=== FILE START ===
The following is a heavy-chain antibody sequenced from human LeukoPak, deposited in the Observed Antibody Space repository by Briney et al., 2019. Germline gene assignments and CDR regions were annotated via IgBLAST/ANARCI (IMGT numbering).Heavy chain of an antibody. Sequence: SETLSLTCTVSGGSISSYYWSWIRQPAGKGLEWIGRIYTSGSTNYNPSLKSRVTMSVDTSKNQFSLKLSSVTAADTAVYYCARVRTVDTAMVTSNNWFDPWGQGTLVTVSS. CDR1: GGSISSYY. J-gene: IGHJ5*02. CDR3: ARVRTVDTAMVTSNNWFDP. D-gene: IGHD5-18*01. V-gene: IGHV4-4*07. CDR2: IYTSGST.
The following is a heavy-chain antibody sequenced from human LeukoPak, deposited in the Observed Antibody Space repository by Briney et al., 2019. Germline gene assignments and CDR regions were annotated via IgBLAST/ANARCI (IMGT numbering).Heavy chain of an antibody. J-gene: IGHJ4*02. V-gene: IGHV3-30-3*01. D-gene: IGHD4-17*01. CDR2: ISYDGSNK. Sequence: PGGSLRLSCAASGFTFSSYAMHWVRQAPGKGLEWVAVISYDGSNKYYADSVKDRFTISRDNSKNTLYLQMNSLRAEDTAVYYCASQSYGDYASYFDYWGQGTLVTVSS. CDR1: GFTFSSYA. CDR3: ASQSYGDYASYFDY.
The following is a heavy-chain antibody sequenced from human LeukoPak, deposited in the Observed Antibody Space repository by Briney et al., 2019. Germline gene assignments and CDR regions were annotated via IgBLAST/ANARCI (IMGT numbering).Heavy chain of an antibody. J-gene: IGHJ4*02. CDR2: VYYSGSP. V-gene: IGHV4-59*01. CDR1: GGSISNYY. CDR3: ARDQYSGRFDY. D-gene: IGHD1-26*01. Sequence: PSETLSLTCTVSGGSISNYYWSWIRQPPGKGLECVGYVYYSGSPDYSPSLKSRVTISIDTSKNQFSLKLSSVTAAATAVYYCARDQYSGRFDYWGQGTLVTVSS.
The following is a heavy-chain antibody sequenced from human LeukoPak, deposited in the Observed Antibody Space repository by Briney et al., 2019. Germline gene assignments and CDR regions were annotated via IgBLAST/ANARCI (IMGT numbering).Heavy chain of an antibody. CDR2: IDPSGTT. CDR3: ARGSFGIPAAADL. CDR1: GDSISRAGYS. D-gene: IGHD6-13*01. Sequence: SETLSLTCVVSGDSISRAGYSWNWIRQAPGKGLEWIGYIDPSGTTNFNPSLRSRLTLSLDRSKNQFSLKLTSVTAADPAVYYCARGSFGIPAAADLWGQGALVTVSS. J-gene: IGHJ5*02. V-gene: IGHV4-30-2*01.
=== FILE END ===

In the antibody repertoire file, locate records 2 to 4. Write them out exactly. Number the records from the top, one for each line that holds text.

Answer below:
The following is a heavy-chain antibody sequenced from human LeukoPak, deposited in the Observed Antibody Space repository by Briney et al., 2019. Germline gene assignments and CDR regions were annotated via IgBLAST/ANARCI (IMGT numbering).Heavy chain of an antibody. J-gene: IGHJ4*02. V-gene: IGHV3-30-3*01. D-gene: IGHD4-17*01. CDR2: ISYDGSNK. Sequence: PGGSLRLSCAASGFTFSSYAMHWVRQAPGKGLEWVAVISYDGSNKYYADSVKDRFTISRDNSKNTLYLQMNSLRAEDTAVYYCASQSYGDYASYFDYWGQGTLVTVSS. CDR1: GFTFSSYA. CDR3: ASQSYGDYASYFDY.
The following is a heavy-chain antibody sequenced from human LeukoPak, deposited in the Observed Antibody Space repository by Briney et al., 2019. Germline gene assignments and CDR regions were annotated via IgBLAST/ANARCI (IMGT numbering).Heavy chain of an antibody. J-gene: IGHJ4*02. CDR2: VYYSGSP. V-gene: IGHV4-59*01. CDR1: GGSISNYY. CDR3: ARDQYSGRFDY. D-gene: IGHD1-26*01. Sequence: PSETLSLTCTVSGGSISNYYWSWIRQPPGKGLECVGYVYYSGSPDYSPSLKSRVTISIDTSKNQFSLKLSSVTAAATAVYYCARDQYSGRFDYWGQGTLVTVSS.
The following is a heavy-chain antibody sequenced from human LeukoPak, deposited in the Observed Antibody Space repository by Briney et al., 2019. Germline gene assignments and CDR regions were annotated via IgBLAST/ANARCI (IMGT numbering).Heavy chain of an antibody. CDR2: IDPSGTT. CDR3: ARGSFGIPAAADL. CDR1: GDSISRAGYS. D-gene: IGHD6-13*01. Sequence: SETLSLTCVVSGDSISRAGYSWNWIRQAPGKGLEWIGYIDPSGTTNFNPSLRSRLTLSLDRSKNQFSLKLTSVTAADPAVYYCARGSFGIPAAADLWGQGALVTVSS. J-gene: IGHJ5*02. V-gene: IGHV4-30-2*01.